Saturday, April 20, 2024

Social equity in New York gets paused by the courts

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A judge in New York has put a stop to any new dispensaries opening in the state of New York due to issues with the constitutionality of their social equity program.

A group of veterans filed a lawsuit that claimed the licensing program that gave priority to those impacted by the war on drugs was unconstitutional. On Monday this week, the judge of the state Supreme Court sided with them.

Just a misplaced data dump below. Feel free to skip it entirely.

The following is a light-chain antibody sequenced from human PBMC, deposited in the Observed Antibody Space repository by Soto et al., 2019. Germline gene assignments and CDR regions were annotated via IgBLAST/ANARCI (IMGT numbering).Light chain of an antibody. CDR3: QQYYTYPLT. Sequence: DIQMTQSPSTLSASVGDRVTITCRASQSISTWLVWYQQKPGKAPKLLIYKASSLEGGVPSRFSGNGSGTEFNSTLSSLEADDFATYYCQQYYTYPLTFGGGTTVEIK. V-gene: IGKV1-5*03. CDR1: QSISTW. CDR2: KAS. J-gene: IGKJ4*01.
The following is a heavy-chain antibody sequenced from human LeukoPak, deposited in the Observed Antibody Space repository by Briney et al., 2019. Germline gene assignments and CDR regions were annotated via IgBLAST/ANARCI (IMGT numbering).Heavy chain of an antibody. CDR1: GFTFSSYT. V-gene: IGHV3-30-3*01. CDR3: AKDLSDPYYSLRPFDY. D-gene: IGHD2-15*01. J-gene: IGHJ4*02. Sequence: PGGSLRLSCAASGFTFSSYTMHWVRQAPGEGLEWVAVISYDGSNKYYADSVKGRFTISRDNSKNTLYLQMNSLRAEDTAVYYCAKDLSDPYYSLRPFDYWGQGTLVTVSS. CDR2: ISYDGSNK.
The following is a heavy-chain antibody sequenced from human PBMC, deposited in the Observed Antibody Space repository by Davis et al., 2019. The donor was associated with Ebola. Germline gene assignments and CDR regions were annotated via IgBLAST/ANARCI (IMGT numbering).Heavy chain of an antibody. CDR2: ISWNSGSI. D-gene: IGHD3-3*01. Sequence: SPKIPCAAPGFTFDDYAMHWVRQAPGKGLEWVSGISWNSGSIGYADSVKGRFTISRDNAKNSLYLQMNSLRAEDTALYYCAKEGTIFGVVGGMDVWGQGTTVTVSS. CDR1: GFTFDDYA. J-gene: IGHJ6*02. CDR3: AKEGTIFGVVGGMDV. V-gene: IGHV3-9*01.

Justice Kevin Bryant stated that it appears “that there is genuine urgency and that immediate and irreparable injury, loss, or damage will result” if the licensing continues.

The social equity program has gone through a very messy few years since it’s enactment. Less than 20 businesses have opened since the state has legalized marijuana, and although “service disabled veterans” are supposed to also be a part of this program, it seems the group that brought this lawsuit to bear has been pushed to the side.

It’s unclear where this will lead. It may end up opening up the floodgates of dispensary licensing, with much less focus on social equity, or more likely, it will result in more lengthy delays on new business openings.

A hearing is scheduled for tomorrow, August 11th.

Read the original article at Politico.

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